What’s different in the wake of Weinstein is that these oppressive and reprehensible behaviors are being met with broadly shared outrage and institutional consequences. Removing Weinstein from the Academy is largely a symbolic step, but is still important. Having Spacey replaced with Christopher Plummer in a movie that had already wrapped is remarkable. Seeing Louis C.K. go from media darling to pariah overnight is new.

So what’s different? Why did Weinstein’s story become an institution-shaping story rather than a Charlie Sheen meltdown? I suspect there are many factors at play but I’ll try to isolate a few. [HT: JS]

Clackamas:

CLACKAMAS, Ore. (AP) — A deliveryman in Oregon who heard a woman’s screams for help had his wife call 911, but when a deputy showed up it turned out the screamer was a parrot, not a woman.

The Oregonian/OregonLive reported Tuesday that when Clackamas County Sheriff’s Deputy Hayden Sanders showed up, all he found was Diego the Parrot.

The green-and-yellow bird was in good health and no humans were involved.

Pray, she says:

How does someone move forward after three miscarriages and postpartum depression? Faith in God, a southern Maryland mom said.

Desair Brown, who struggled conceiving, said unless she talks to God every day, she’s not herself. Now that she’s a mom of two, she faces daily challenges many parents do: her son Josh’s crying fits and daughter Zoey’s seemly endless energy. She also has another full-time job: Reader Advocacy Editor at USA TODAY.

Here’s how she stays centered:

1. Pray. Every morning, Brown prays with her children in the car on the way to a babysitter’s house. Sometimes, she calls her husband, too, so they all can pray as a family. That way, even in the midst of a busy day, she stays focused on what’s most important to her — God. “Why wait until something bad happens to pray,” Brown said. Not comfortable praying? Brown said think of positive thoughts and fond memories to lift your spirits.

More: Parenting is freaking hard and we should be honest about it

More: Mom of twin boys says this keeps her stress, anxiety under control

2. Dance. “Sometimes you just have to leap for your joy,” Brown said. Dance is one of Brown’s favorite ways to praise God. She dances at home and at church. She dances with her kids. She dances when she isn’t sure what to do next. It lifts her spirits even on the darkest days.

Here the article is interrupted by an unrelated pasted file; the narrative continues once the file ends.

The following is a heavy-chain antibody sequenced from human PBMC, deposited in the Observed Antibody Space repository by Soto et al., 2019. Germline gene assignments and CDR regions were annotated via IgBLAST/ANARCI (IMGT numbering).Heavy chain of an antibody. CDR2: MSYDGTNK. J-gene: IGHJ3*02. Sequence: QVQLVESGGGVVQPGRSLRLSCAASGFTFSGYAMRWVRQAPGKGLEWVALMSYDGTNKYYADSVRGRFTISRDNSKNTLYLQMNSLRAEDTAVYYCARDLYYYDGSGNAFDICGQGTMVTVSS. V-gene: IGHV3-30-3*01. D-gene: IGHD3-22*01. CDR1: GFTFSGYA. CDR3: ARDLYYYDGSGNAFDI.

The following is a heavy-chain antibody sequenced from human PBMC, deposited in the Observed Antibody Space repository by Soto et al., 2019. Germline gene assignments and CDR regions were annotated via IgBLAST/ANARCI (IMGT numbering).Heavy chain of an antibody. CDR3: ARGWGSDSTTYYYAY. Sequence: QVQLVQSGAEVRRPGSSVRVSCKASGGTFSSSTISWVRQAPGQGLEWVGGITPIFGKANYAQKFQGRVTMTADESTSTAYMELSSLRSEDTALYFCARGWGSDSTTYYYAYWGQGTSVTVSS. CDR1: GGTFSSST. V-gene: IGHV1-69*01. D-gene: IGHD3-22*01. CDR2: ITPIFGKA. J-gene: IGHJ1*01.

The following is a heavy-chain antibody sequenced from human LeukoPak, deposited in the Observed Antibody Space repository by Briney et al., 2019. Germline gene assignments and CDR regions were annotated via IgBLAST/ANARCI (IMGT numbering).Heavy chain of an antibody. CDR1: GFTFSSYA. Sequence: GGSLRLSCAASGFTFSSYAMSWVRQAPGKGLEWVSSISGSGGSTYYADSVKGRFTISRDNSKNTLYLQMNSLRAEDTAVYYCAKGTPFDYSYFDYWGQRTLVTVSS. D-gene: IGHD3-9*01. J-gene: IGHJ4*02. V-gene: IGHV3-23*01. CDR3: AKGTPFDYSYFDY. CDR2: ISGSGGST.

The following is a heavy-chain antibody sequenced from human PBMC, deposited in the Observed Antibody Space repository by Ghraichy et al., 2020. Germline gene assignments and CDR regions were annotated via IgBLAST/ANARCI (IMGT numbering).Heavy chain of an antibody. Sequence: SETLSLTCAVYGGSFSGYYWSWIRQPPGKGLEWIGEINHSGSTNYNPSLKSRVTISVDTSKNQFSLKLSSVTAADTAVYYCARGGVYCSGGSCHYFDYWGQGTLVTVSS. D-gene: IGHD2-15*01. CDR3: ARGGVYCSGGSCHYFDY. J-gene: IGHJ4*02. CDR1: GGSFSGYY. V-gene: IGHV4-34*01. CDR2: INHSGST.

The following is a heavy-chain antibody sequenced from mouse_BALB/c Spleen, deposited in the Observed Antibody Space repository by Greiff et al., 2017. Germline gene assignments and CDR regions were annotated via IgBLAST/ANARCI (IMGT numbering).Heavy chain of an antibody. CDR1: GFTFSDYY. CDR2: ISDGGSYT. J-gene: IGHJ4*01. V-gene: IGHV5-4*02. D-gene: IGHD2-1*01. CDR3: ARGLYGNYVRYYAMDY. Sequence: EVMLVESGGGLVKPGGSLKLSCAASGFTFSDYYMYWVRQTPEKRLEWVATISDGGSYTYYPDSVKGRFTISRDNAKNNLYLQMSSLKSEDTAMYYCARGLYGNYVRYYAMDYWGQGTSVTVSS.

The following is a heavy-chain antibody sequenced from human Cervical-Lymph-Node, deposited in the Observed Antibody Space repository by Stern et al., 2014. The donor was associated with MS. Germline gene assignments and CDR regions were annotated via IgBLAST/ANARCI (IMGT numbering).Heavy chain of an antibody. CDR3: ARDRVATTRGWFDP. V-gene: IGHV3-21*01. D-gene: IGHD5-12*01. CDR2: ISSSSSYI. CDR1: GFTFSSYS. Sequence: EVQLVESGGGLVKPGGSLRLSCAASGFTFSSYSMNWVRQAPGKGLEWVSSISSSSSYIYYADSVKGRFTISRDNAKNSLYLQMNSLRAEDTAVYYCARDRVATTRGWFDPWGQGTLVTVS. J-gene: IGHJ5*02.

What will happen the computers disappear?

What happens when the computers around you all but disappear?

Tiny sensors built into walls, household products, what you’re wearing, and perhaps your own body will make computers invisible to the eye, but responsive to a gesture, voice, and perhaps your movement as you walk into a room.

It is still very early, but the era of ambient computing is slowly taking shape, whether in the form of the voice-driven smart speaker on your kitchen countertop, or via the IoT (Internet of Things) devices and appliances that are designed to blend into the background. It’s a vision fused by advances in artificial intelligence, speech recognition, natural language processing, machine learning and cloud computing.

More: The real cost of setting up a smart home

Stakeholders include the giants of tech: Amazon, Apple, Google, IBM, Microsoft, and Samsung, among them. But disruption may also come from companies not yet on the public’s radar.

“The interesting ones will be… the Ubers of the IoT and the ambient world,” says Daryl Cromer, vice president of subsystem research at Lenovo Research. “And that’s what we’re still looking for.”

No one is suggesting that screens and keyboards are going to go away entirely, or that you’ll stop reaching for the smartphone.